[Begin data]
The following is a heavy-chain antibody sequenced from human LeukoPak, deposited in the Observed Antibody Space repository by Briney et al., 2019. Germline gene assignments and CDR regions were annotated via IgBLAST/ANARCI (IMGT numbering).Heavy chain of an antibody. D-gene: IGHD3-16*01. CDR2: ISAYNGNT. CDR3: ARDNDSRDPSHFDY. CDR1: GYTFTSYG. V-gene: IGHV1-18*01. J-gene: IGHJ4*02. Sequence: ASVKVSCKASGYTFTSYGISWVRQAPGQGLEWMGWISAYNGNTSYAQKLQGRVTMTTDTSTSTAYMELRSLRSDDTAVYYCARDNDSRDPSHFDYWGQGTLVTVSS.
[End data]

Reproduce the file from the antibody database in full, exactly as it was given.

The following is a heavy-chain antibody sequenced from human LeukoPak, deposited in the Observed Antibody Space repository by Briney et al., 2019. Germline gene assignments and CDR regions were annotated via IgBLAST/ANARCI (IMGT numbering).Heavy chain of an antibody. D-gene: IGHD3-16*01. CDR2: ISAYNGNT. CDR3: ARDNDSRDPSHFDY. CDR1: GYTFTSYG. V-gene: IGHV1-18*01. J-gene: IGHJ4*02. Sequence: ASVKVSCKASGYTFTSYGISWVRQAPGQGLEWMGWISAYNGNTSYAQKLQGRVTMTTDTSTSTAYMELRSLRSDDTAVYYCARDNDSRDPSHFDYWGQGTLVTVSS.